A true South African feel

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IT IS ex­tremely un­likely that while trav­el­ling through Italy you would come across a hous­ing de­vel­op­ment that fea­tured rows and rows of Cape Dutch-style homes. Like­wise, when trav­el­ling in Spain, it would be sur­pris­ing if an ar­chi­tect pro­posed build­ing a house of Tus­can de­sign.

While it may be pos­si­ble to get a bit of a feel for South African build­ing cul­ture when trav­el­ling through some of the smaller towns in the coun­try, very lit­tle of SA cul­ture is re­flected in the build­ings in many new de­vel­op­ments in and around the larger cen­tres.

Un­like other coun­tries, par­tic­u­larly those in Europe, SA seems to go through phases as to what is in and what is not. The Span­ish craze (com­plete with tur­rets) dom­i­nated sub­urbs in the early 1970s. Al­though there was no clear ar­chi­tec­tural dom­i­na­tion dur­ing the 1980s, the pot­tery Mex­i­can af­fixed to out­side walls ap­pears to have been a must. The 1990s of course was the time of the Tus­can look. How far this ac­tu­ally de­vi­ated from the real houses in that re­gion is ques­tion­able, as it seemed many de­vel­op­ers re­garded slap­ping a lit­tle earthy toned paint on the wall as an Ital­ian ar­chi­tec­tural mas­ter­piece.

Bali was the next coun­try we tar­geted and al­though this is still pretty trendy, it doesn’t ap­pear to have had as much im­pact on our sub­urbs streets as other styles.

Sadly, we seem to have lost our way a lit­tle and al­though we have been quick to adopt styles that we deem at­trac­tive, there are very few ar­chi­tects who have fo­cussed on designing a home with a true South African feel. While it may be a bit much to ask res­i­dents of sub­urbs to colour their homes us­ing the se­cret paint sig­nals once used by the Nde­bele tribes, it seems a pity that very few have adopted a purely African theme. Again, the African styled home seems to re­side in the ru­ral re­gions of the coun­try and sel­dom makes an ap­pear­ance in your av­er­age city sub­urb.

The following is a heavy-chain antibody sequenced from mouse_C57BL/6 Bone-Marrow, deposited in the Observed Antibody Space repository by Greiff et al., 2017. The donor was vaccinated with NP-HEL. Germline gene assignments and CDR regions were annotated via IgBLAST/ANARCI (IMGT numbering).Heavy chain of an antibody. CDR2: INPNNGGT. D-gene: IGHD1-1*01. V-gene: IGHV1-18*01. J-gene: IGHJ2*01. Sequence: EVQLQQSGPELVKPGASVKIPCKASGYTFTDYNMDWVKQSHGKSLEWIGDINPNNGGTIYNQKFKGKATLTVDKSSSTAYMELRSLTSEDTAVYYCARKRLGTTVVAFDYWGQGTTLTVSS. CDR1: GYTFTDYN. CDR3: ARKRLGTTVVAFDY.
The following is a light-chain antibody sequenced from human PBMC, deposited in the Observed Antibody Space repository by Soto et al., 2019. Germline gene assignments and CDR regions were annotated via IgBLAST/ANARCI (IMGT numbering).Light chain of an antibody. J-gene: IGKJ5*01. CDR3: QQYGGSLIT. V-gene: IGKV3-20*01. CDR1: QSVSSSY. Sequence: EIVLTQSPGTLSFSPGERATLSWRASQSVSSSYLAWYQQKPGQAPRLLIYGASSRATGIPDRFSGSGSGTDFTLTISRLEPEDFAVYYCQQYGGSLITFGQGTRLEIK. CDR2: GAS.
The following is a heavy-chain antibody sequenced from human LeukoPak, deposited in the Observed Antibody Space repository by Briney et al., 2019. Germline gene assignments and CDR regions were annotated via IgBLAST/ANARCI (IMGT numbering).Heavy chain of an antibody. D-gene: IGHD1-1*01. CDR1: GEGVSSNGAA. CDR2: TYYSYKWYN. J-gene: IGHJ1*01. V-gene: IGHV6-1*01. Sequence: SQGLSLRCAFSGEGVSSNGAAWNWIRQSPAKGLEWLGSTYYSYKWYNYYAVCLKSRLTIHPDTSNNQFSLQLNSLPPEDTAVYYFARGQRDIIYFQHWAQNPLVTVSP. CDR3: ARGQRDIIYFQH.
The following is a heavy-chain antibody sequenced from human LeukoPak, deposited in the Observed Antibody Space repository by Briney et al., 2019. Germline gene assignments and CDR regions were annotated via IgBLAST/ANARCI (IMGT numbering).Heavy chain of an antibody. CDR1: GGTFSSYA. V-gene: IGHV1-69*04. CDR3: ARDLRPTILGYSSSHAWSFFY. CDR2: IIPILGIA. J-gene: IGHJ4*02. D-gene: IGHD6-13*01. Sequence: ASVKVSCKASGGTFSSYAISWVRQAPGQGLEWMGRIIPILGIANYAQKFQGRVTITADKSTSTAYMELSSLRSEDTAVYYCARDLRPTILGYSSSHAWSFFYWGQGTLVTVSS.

There may be those who ar­gue that the Cape Dutch look is fairly com­mon place, but while this is cer­tainly part of our her­itage, is it truly rep­re­sen­ta­tive of what the ma­jor­ity of South Africans re­gard as our own look?

And that seems to be the prob­lem: per­haps we have no cul­tural iden­tity be­cause we have a thou­sand dif­fer­ences.

No mat­ter which way you twist and turn it South Africans are a di­verse cul­ture and the prop­er­ties that were built in the early part of the last cen­tury are tes­ti­mony to this. The English built homes full of broekie lace that were rem­i­nis­cent of the old coun­try, the Dutch pre­ferred the gable look while the Afrikaans com­mu­nity favoured large prop­er­ties with wrap around ve­ran­dahs and high ceil­ings to help them cope with the hot cli­mate.

These days the look is de­ter­mined by trends and not cul­ture and there are those who say that we have de­vel­oped our own style by adopt­ing some of the as­pects of prop­erty in other coun­tries. They may have a point as it is ex­tremely un­likely that any of the newly-built Tus­can homes in SA bear any real re­sem­blance to the ones that grace the hill­sides of this beau­ti­ful Ital­ian re­gion. While they may look sim­i­lar on the out­side, it is, for ex­am­ple, highly un­likely that the orig­i­nal homes will boast a sec­ond bath­room or have a rim flow pool.

While some may long to see houses sim­i­lar to those in Graaff Re­niet form the ba­sis of new de­vel­op­ments you get the idea that this is a long way from be­com­ing the norm. There can be lit­tle ar­gu­ment that SA has some of the most beau­ti­ful homes set in some of the most spec­tac­u­lar scenery in the world – it’s just a shame that few have had the op­por­tu­nity to hon­our their roots by build­ing homes that truly say I am proudly South African.

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